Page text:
Thursday, September 23, 2004

Sometimes you win even when it looks like a loss.

Yes, sometimes what looks like a loss is really a win. Case in point, In re Fire Insurance Exchange, in the Beaumont Court of Appeals. The court's opinion is hardly a model of clarity, but what is clear is that the bad guys (Farmers a/k/a Fire Insurance Exchange) lost again on the their challange to the protective order, which was the main issue. And the stuff that they appear to have won, they will ultimately lose.

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16 Comments:

Anonymous Anonymous said...

Did Farmers have to produce all of the claims in Texas at a later date?

Tuesday, June 07, 2005 9:43:00 PM  
Blogger Jack said...

I dunno. I just handled the mandamus. Which, incidentally, is now pending before the Supreme Court. You can read the briefs here.

Tuesday, June 07, 2005 10:49:00 PM  
Anonymous Thumby said...

Wang, you are tough on your opponents - very biting. I hope you never talk to me that way. Your brief, however, was very good. I was extremely disappointed in counsel for
Farmers. To be succinct, his writing sucks. State Farm's brief was much better.

Wednesday, June 08, 2005 9:26:00 PM  
Blogger Jack said...

Actually, I toned it down quite a bit from the original draft. I tend to get impatient when the other side wastes my time with frivilous arguments and/or misrepresents the law.

Thursday, June 09, 2005 12:49:00 PM  
Blogger Jack said...

The Supreme Court announced today that they want to hear oral argument in this case. Looks like I'll be in Austin on October 19.

Friday, June 10, 2005 10:15:00 AM  
Blogger Laurie said...

Very exciting! Tear it up!!

Friday, June 10, 2005 12:16:00 PM  
Anonymous Thumbalina said...

Wang, you have to win this case. Do you think the Supreme Court is so biased that it would overrule Garcia?

Friday, June 10, 2005 3:14:00 PM  
Blogger Jack said...

I'd like to think they'll give it a fair hearing and decide it based on the law rather than the parties/lawyers involved.

Friday, June 10, 2005 3:38:00 PM  
Anonymous Thumbalina said...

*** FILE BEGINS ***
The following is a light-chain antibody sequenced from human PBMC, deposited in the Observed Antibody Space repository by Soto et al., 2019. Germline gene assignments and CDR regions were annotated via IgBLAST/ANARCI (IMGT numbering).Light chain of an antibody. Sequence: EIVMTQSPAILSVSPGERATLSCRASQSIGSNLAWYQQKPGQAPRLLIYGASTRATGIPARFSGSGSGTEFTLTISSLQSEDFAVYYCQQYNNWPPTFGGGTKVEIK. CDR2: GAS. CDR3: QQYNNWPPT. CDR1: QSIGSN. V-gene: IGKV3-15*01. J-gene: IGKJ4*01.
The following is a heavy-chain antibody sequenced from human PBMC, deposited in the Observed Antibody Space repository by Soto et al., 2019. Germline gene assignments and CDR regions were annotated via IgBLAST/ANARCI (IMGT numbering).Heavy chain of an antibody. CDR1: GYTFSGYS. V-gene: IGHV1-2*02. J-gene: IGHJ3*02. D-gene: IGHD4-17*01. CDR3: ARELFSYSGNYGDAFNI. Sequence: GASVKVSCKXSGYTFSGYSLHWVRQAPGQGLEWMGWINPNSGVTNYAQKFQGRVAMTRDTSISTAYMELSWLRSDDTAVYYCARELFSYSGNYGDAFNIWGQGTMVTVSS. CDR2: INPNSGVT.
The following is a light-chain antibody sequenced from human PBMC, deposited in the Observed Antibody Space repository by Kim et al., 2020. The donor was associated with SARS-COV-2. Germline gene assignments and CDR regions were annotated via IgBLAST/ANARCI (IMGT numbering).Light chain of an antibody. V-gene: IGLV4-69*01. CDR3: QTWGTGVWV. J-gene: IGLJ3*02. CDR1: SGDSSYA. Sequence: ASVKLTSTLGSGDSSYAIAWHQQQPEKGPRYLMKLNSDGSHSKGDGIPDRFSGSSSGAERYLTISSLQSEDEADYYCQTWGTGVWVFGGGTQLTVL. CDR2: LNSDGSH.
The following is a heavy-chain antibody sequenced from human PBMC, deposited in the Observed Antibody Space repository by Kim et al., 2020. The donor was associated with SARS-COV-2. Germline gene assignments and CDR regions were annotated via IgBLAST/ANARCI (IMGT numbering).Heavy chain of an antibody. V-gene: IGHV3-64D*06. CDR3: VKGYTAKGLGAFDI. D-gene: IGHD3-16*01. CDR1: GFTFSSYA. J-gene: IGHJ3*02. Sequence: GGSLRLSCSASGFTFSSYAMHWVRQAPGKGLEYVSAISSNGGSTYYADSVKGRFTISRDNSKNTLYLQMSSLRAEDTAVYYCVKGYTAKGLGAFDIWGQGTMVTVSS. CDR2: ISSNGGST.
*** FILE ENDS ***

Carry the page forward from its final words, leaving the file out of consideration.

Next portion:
On a day that you need to procrastinate, put up some more hyperlinks so I can read some of your other briefs.

Tuesday, June 14, 2005 10:20:00 AM  
Blogger Jack said...

Perhaps you'd find Humble Sand and Gravel v. Gomez interesting.

Tuesday, June 14, 2005 10:33:00 AM  
Anonymous Thumby said...

Great brief as usual, although I don't agree on the intermediary issue. Of course, what's good for y client is bad for me.

I love the way Strausburger Price stated that you "spin" the issues. My boss at the Harris County DA Appellate Divison said it was our job to frame the issues and argue persuasively rather than descriptively. Don't you just love your opponent's rhetoric?

Tuesday, June 14, 2005 6:30:00 PM  
Blogger Jack said...

Thumby--

You may not agree with me on the intermediary issue, but every appellate court in the United States that had ever written on the issue did.

Tuesday, June 14, 2005 10:29:00 PM  
Blogger Jack said...

And on the second paragraph--

I don't mind them calling it "spin." I think that's within the realm of acceptable groundless disparagement of the other side's argument.

What I don't like is when they actually misrepresent the facts or the law. That pisses me off. Especially when the court buys it.

Tuesday, June 14, 2005 10:50:00 PM  
Blogger Jack said...

And oneother thing--


Harris County D.A.'s office? Did you work under John Holmes? Did you ever see "Boogie Nights"? It's supposed to be about John Holmes, but I didn't see any lawyer stuff in it.

Tuesday, June 14, 2005 10:54:00 PM  
Anonymous Thumbalina said...

I worked for Johnny Holmes, not under him. Although he's a rich, older man, he wasn't quite my type. Moreover, something tells me he's not the same John Holmes in the documentary on porn. I bet you really liked that movie!

Thursday, June 16, 2005 4:20:00 PM  
Anonymous Terrence Cormack said...

Enjoyed reading your posts.

Monday, December 12, 2005 12:56:00 PM  

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